The second of the five brothers, Angiolo was born in Livorno. There he attended the local School of Drawing, after which he frequented Angiolo Lemmi’s and Natale Betti’s studios. When his mother died in the 1870’s, his father remarried Mrs. Adele Bertolini who owned a home in Bellariva – not far from Florence – called “la Casaccia”.
To nurture the artistic proclivities of both Angiolo and his brother Ludovico, the family moved to Bellariva so that the sons might attend the Academy of Fine Arts and the classes offered by Giuseppe Ciaranfi. La Casaccia soon became the place where artists and scholars such as Giovanni Fattori, Telemaco Signorini and Silvestro Lega would meet weekly. Lega, a frequent visitor, was invited by Mr. and Mrs. Tommasi to attend to the artistic education of young Angiolo and, later on, younger Ludovico.
In 1882 Angiolo married Adelina Bertolini, his stepmother’s sister. In 1885 he moved to Florence, where he exhibited his works at the Promotrice shows for new talent. In 1889, he received an award for “Le Bagnanti” (Women swimming) in Paris and in 1899, Tommasi participated in the First Venice Biennial. At the beginning of the new century he travelled to Latin America where his voyages ranged far and wide, from Patagonia to Tierra del Fuego, exhibiting some of his works in Buenos Aires.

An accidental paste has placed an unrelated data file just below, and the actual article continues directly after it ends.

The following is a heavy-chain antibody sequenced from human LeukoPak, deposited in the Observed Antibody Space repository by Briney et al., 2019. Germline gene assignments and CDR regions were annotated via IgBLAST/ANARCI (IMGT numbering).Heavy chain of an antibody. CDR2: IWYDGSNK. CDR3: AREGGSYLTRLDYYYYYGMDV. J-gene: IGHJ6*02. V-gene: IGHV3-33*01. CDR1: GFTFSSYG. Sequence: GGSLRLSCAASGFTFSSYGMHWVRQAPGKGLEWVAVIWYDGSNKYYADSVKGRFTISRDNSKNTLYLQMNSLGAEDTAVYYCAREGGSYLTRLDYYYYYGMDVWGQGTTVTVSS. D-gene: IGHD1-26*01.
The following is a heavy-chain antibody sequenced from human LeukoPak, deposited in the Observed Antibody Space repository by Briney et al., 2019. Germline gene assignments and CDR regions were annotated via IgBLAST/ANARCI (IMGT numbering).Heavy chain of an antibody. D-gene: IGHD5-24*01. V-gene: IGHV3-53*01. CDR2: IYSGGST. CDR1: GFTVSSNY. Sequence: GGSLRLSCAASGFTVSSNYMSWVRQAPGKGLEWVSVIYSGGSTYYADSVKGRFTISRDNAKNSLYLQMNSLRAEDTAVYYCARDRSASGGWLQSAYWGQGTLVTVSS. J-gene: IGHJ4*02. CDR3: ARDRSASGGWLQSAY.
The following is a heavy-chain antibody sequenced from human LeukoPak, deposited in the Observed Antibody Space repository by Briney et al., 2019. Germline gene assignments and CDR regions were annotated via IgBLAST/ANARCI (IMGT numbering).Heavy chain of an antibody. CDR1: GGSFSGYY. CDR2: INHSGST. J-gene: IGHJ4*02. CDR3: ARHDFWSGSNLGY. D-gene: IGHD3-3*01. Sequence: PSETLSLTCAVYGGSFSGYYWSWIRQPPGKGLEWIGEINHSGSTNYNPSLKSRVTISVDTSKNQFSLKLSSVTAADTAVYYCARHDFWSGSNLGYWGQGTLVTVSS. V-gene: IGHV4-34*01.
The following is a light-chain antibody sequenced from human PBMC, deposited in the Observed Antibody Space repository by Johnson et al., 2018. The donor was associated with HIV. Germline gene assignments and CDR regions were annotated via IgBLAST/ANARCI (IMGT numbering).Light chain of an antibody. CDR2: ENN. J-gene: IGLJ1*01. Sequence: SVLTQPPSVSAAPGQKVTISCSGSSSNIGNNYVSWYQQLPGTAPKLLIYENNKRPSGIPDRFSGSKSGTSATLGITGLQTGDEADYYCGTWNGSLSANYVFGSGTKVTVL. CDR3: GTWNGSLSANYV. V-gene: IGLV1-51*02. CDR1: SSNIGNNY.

Once back in Italy, he moved to Torre del Lago, in the vicinity of Lucca, where he became a member of Giacomo Puccini’s entourage and devoted himself to a style of painting that had moved beyond the Macchiaioli revolution. In 1920, a solo exhibition of his works was held in Florence.
Written by : Cecilia Iacopetti – Translated by: Paola Ludovici and Nanette Cooper
© Studio d’Arte dell’800